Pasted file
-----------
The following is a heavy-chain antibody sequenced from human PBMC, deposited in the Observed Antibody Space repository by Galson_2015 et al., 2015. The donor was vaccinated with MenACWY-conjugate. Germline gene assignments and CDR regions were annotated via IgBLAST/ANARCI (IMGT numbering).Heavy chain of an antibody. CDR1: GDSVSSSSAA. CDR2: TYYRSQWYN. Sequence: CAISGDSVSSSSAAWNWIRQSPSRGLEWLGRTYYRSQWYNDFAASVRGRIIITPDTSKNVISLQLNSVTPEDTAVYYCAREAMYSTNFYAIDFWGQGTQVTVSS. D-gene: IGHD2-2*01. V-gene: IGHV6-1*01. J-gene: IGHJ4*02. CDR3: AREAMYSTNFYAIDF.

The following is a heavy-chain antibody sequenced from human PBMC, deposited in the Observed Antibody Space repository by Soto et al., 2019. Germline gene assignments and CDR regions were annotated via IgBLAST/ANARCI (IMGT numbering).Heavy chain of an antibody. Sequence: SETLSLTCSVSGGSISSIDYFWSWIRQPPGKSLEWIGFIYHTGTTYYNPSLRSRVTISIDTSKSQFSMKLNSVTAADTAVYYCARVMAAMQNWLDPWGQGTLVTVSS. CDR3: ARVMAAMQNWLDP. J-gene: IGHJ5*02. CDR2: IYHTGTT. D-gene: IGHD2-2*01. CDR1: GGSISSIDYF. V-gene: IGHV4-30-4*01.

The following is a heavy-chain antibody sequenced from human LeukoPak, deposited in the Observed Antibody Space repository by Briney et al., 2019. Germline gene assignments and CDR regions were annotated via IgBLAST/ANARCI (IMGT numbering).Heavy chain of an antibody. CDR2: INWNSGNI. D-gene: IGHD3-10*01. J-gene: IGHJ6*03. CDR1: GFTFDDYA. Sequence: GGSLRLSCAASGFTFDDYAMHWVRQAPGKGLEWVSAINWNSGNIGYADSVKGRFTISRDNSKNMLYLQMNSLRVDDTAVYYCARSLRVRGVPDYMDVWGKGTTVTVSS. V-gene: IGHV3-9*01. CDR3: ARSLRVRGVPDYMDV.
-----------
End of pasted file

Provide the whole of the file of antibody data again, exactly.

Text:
The following is a heavy-chain antibody sequenced from human PBMC, deposited in the Observed Antibody Space repository by Galson_2015 et al., 2015. The donor was vaccinated with MenACWY-conjugate. Germline gene assignments and CDR regions were annotated via IgBLAST/ANARCI (IMGT numbering).Heavy chain of an antibody. CDR1: GDSVSSSSAA. CDR2: TYYRSQWYN. Sequence: CAISGDSVSSSSAAWNWIRQSPSRGLEWLGRTYYRSQWYNDFAASVRGRIIITPDTSKNVISLQLNSVTPEDTAVYYCAREAMYSTNFYAIDFWGQGTQVTVSS. D-gene: IGHD2-2*01. V-gene: IGHV6-1*01. J-gene: IGHJ4*02. CDR3: AREAMYSTNFYAIDF.

The following is a heavy-chain antibody sequenced from human PBMC, deposited in the Observed Antibody Space repository by Soto et al., 2019. Germline gene assignments and CDR regions were annotated via IgBLAST/ANARCI (IMGT numbering).Heavy chain of an antibody. Sequence: SETLSLTCSVSGGSISSIDYFWSWIRQPPGKSLEWIGFIYHTGTTYYNPSLRSRVTISIDTSKSQFSMKLNSVTAADTAVYYCARVMAAMQNWLDPWGQGTLVTVSS. CDR3: ARVMAAMQNWLDP. J-gene: IGHJ5*02. CDR2: IYHTGTT. D-gene: IGHD2-2*01. CDR1: GGSISSIDYF. V-gene: IGHV4-30-4*01.

The following is a heavy-chain antibody sequenced from human LeukoPak, deposited in the Observed Antibody Space repository by Briney et al., 2019. Germline gene assignments and CDR regions were annotated via IgBLAST/ANARCI (IMGT numbering).Heavy chain of an antibody. CDR2: INWNSGNI. D-gene: IGHD3-10*01. J-gene: IGHJ6*03. CDR1: GFTFDDYA. Sequence: GGSLRLSCAASGFTFDDYAMHWVRQAPGKGLEWVSAINWNSGNIGYADSVKGRFTISRDNSKNMLYLQMNSLRVDDTAVYYCARSLRVRGVPDYMDVWGKGTTVTVSS. V-gene: IGHV3-9*01. CDR3: ARSLRVRGVPDYMDV.